Insights

In brief - Under-insurance can leave you severely out of pocket in the event of a claim

Under-insurance can have dramatic consequences for a business, as it can leave you without sufficient cover in the event that a claim is made under the policy.

What is under-insurance?

Under-insurance arises when property is valued for the purposes of a liability policy for less than its value. For example, a business may insure the value of its stock at $100,000. A premium is calculated by the insurer on this basis.

However, if there is a fire where the stock is stored and it turns out that the value of the stock had increased to $200,000, then when it comes to calculating the insured loss, under most liability policy wordings the insurer is entitled to impose a penalty via under-insurance averaging or co-insurance provisions.

Accordingly, even though the sum insured on the policy is $100,000, the business is likely to receive something less, as the insurer expects the business to have insured the full amount of the risk.

What if one of your customers makes a claim against you?

Under-insurance also arises when a business fails to estimate accurately the value of claims which could be made against it by its customers. For example, a suburban accountant acting as a sole practitioner, dealing primarily with tax agent work, may consider that an insured sum of $1 million for any claim in negligence would be sufficient.

But consider this scenario. The accountant provides advice about the sale of a business and associated assets. If the client then makes a claim for $2 million for failure to advise about the tax consequences of the sale of an asset, the accountant could be (at least) $1 million out of pocket.

What steps should you take to protect yourself against under-insurance?

With liability policies which cover property and business stock, be careful to insure the full value (replacement cost), otherwise you risk receiving even less than the sum insured because of the averaging provisions in the policy. If the value of stock at the premises is increasing over time, or there are increases in business turnover, then you should inform your insurer.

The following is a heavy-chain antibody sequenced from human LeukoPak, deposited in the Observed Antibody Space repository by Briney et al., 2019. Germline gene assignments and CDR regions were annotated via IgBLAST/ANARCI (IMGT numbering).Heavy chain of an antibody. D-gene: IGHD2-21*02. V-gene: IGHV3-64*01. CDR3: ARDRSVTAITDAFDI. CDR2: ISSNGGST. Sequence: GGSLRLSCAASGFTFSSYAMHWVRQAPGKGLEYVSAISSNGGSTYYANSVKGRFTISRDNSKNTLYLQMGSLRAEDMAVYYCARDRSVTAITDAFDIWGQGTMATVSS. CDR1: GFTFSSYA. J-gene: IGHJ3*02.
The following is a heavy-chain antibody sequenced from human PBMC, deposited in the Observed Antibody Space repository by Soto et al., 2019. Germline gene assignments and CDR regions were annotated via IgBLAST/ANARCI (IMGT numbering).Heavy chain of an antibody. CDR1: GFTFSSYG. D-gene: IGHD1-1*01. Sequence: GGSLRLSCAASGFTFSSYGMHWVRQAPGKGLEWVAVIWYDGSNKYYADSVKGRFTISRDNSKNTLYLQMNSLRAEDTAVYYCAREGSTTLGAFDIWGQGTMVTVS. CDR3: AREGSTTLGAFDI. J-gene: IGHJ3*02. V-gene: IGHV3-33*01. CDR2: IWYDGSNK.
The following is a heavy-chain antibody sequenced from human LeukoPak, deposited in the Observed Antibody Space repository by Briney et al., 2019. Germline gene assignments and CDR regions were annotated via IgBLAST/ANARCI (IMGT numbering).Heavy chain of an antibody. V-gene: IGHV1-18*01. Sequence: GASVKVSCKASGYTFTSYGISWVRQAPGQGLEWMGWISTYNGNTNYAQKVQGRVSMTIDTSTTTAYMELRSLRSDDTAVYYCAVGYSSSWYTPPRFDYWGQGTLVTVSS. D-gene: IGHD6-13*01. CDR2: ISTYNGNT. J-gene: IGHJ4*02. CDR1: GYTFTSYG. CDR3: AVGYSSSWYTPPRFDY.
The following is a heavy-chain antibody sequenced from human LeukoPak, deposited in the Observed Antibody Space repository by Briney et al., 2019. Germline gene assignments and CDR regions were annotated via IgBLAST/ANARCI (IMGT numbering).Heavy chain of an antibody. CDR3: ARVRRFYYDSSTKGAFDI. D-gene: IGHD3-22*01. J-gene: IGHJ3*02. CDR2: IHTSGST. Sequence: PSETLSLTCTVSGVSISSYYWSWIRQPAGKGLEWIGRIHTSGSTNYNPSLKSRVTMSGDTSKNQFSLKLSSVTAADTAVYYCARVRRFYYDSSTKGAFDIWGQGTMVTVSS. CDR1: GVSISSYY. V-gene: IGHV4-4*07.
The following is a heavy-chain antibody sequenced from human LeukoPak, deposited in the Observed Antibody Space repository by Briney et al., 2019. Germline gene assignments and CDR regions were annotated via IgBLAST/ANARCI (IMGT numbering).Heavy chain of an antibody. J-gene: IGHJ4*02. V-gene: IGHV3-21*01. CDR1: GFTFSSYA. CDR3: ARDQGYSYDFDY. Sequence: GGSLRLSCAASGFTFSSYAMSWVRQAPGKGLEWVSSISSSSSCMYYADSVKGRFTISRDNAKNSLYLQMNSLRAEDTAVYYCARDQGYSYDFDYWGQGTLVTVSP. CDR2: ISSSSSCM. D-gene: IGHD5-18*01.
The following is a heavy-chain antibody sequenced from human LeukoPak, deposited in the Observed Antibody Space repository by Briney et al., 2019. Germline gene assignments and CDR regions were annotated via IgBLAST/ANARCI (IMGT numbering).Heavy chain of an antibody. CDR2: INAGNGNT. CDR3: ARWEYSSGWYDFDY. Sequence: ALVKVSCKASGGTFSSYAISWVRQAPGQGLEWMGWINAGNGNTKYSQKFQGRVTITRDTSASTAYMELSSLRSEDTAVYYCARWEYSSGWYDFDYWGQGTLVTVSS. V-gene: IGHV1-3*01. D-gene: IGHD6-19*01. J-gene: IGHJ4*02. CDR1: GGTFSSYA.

In any event, you will be obliged to make such disclosures at the time of renewal of the insurance policy. This may result in additional premiums being charged, but will more likely protect you against the consequences of under-insurance.

Assessing the risk of claims being made against your business

For other liability policies, including professional indemnity and public liability policies which cover breach of duty, closely assess the risk of claims being made against your business and the potential quantum of such claims. In addition to reviewing your own business, this may require a detailed analysis of your client base and the business they are doing.

For example, if you are a logistics company which regularly transports expensive goods for clients, what happens if those goods are damaged in transit due to your breach of duty or conduct? What if you can't rely on appropriate conditions excluding your liability because they haven't been properly incorporated into the contract of carriage? Will your insurance be sufficient to meet any claim?

Review your insurance policies regularly and get professional advice

Carefully review the appropriateness of the sums insured on each of your policies on at least an annual basis. If there are significant changes to your business during the year, either in business turnover, stock value or building reinstatement and replacement costs, be sure to disclose this to your insurer.

Speak with a licensed insurance broker or insurance adviser who has experience with the type and level of cover required in your particular industry. If you don't know where to start, ask your industry association. They are likely to be able to recommend a broker or insurance adviser to you.

Under-insurance could lead to disputes with your insurer and significant legal costs

Another consequence of under-insurance, depending upon the precise policy wording, is that the insurer may still have the right to conduct the defence of any claim made against your business and to engage its own lawyers to do so.

However, your interests and those of your insurer may not always align, particularly if your business has a significant under-insurance exposure and there is a debate between you and your insurer on the question of liability.

In those circumstances you may want to consider obtaining your own independent legal advice throughout the process. This comes at an additional cost, but will likely protect your interests.

Of course, if there were no issues of under-insurance and the policy covered the entire claim, then in the event that the policy responds, it is unlikely that you would need to appoint your own lawyers.

This article has been published by Colin Biggers & Paisley for information and education purposes only and is a general summary of the topic(s) presented. This article is not specific legal advice. Please seek your own legal advice for any questions you may have. All information contained in this article is subject to change. Colin Biggers & Paisley cannot be held responsible for any liability whatsoever, or for any loss howsoever arising from any reliance upon the contents of this article.​

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